Range Queries


A fundamental database operation that is used in many data analysis subroutines is range queries. Range queries find all objects within a lower and upper bound in each dimension. In this module, we will implement parallel range queries using the brute force approach and using an indexing data structure, the R-tree. We will compare performance and examine how performance varies using each algorithm.

Student Learning Outcomes

  • Understand the scalability of the brute force and R-tree range query algorithms.
  • Compare performance of brute force and R-tree range query algorithms.
  • Discover how compute-bound and memory-bound algorithms vary in their scalability.
  • Understand the impacts of resource allocation on R-tree algorithm performance.
  • Based on foundational knowledge, devise a new resource allocation strategy that may improve performance.
  • Synthesize the experimental data to assess what may happen when resources are shared by multiple users.


Some knowledge of the MPI API and familiarity with the SLURM batch scheduler.

MPI Primitives Used

  • MPI_Reduce

Files Required

Optional Files

Problem Description

An illustrative example of using range queries in the context of astronomy is as follows. Astronomers will often cross-match catalogs of data based on the location in the sky given in units of longitude and latitude, which are coordinates called Right Ascension (RA) and Declination (Dec). The range of the former is [0, 360] and the latter is [-90, 90].

Consider a range query that finds all objects that have an RA in the range [150, 190] and Dec in the range [0, 30]. Figure 1 plots a heatmap of the data (asteroid measurements) in this database (there are 5 million objects/asteroids), showing the Right Ascension vs. Declination. A red rectangle outlines the abovementioned range query. Figure 2 shows the corresponding scatterplot of the data around that range, where you can observe that the data space is highly populated with objects.

Figure 1: Example plot of data in an astronomical database of 5 million asteroid positions. The rectangle shows a range query with RA in the range 150-190 and Dec in the range 0-30.

Figure 2: A scatterplot showing the same range query illustrated in Figure 1.

Let $|D|$ be the total number of asteroids, and $d$ be the number of dimensions. In the astronomy database example, $d=2$. To compute a single range query, each data point must be compared to the ranges in each dimension to determine if the point lies within the ranges. Therefore, using a brute force approach, the time complexity for a single range query is $O(|D|)$.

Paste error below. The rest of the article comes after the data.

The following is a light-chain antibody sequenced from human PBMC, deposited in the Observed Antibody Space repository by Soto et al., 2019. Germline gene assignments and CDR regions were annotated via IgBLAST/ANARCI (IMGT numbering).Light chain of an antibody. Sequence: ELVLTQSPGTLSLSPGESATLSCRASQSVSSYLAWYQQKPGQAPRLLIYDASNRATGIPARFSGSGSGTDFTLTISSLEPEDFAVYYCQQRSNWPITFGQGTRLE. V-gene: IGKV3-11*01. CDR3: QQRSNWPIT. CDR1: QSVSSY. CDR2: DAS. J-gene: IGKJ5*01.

Programming Activity #1

Write a distributed-memory range query algorithm using the brute force method.

  • Use and modify the starter file: range_query_starter.c.

  • Compile all programs with the -O3 optimization flag.

  • Use a single node.

  • Use the exclusive flag for all experiments so that your results are not polluted by other users running on the node.

  • The starter file will import the dataset, $D$, at each rank.

  • The starter file will generate query datasets at each rank.

  • The input dataset, $D$, will be replicated across all ranks.

  • The query dataset, $Q$, will assign $\lfloor |Q|/p\rfloor$ queries to each rank. Since we take the floor of $|Q|/p$, then we do not need to consider the case where there are “leftover” queries to search; therefore, we may search slightly fewer than $|Q|$ queries if $|Q|~mod~p~!=0$.

  • The query dataset that is generated varies between ranks.

  • The value of a data point in the dataset in dimension $j$ denoted as $p_j \in D$ lies within the range of dimension $j$ if $r_j^{lower}\leq p_j\leq r_j^{upper}$, where $r_j^{lower}$ and $r_j^{upper}$ are the lower and upper bounds of the range in dimension $j$. Make sure to check the logic of your comparison operators.

  • The total size of $D$ and $Q$ will be given on the command line.

  • Q1: Excluding the fact that the algorithm is brute force, what is one potential inefficiency described in the programming activity?


  • You may want to make your own example dataset to test that the logic of your range queries is correct.
  • For each range query, you will store the number of hits for that query in an array (i.e., the number of data points within the range). After timing the computation, you will add up the values of this array to compute the local sum, then perform a reduction to compute the global sum at rank 0 (be sure to use a suitable data type for this value in your program). Output the global sum.
  • The global sum for $p=20$ is 96,050,298.

In your report, include tables with the following information for executions with $p=1, 4, 8, 12, 16, 20$ process ranks, with $|D|=5000000$ and $|Q|=50000$. You will create a table showing the total response time, speedup, parallel efficiency, and the global sum for validation purposes. The total response time is the time needed to compute the range queries on the longest executing rank. Use a reduction to compute the total response time.

Include all job scripts in the submitted archive. The job script may be the same for all executions. Use a single dedicated node for all experiments. An example template table is given below.

Table 1: Total response time, speedup, and parallel efficiency (one node).

# of Ranks ($p$) Time (s) Speedup Parallel Efficiency Global Sum Job Script Name (*.sh)

Using the data you collected in your table, answer the following questions. Be sure to refer to specific values in your table when responding to these questions.

  • Q2: Describe the performance of the brute force algorithm, does it scale well? Explain.